Home News Stuart may amend development code, but looming state law still could impact overall growth

Stuart may amend development code, but looming state law still could impact overall growth

Stuart may amend development code, but looming state law still could impact overall growth

STUART — For almost six months, the City Commission has analyzed local development codes, focusing on multifamily housing and putting certain projects on pause. Now it’s poised to set the course for how residential development unfolds here.

On Monday the commission is slated to discuss whether it will amend a code that allows living units of a certain square footage to be counted as half or three-quarters of a unit. The discussion — of what’s referred to as “fractional units” — comes months after the commission approved a development pause, or zoning in progress, to address the code that applies mostly to downtown.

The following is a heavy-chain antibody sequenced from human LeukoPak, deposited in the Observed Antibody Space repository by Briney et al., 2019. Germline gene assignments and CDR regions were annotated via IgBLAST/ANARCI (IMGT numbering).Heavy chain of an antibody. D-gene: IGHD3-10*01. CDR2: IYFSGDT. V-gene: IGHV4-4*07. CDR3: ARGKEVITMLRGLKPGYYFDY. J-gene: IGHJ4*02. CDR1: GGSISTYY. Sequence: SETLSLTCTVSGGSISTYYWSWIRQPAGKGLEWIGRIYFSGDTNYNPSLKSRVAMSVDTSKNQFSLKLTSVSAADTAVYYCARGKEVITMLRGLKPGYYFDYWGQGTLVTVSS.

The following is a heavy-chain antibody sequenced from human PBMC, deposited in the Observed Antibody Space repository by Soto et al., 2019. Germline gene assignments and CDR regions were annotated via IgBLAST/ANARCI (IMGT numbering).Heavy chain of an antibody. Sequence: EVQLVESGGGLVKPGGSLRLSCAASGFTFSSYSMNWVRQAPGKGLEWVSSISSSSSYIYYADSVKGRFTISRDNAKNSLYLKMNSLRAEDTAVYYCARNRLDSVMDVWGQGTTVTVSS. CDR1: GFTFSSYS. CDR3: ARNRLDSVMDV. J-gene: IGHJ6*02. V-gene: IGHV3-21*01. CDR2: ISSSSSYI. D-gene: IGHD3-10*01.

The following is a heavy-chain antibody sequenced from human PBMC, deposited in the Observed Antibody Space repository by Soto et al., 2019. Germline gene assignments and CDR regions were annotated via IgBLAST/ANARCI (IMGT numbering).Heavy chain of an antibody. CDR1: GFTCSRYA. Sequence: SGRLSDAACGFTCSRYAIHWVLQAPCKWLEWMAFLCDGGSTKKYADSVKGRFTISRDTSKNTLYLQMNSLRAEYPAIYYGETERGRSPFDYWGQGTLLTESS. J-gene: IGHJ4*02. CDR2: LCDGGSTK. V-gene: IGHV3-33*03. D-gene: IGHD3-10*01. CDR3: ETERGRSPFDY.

Officials also reviewed a code that allows projects of up to 30 units per acre, with commission approval, but left that code unchanged after three months of review.

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“You’re going to grow, but you want to do it responsibly,” said City Commissioner Christopher Collins, who initiated the process of analyzing development codes.

The process, spurred by a surge in multifamily projects and concerns of residents who feared the erosion of Stuart’s small-town feel, signifies a milestone in how the city will regulate development and redevelopment of its limited available land.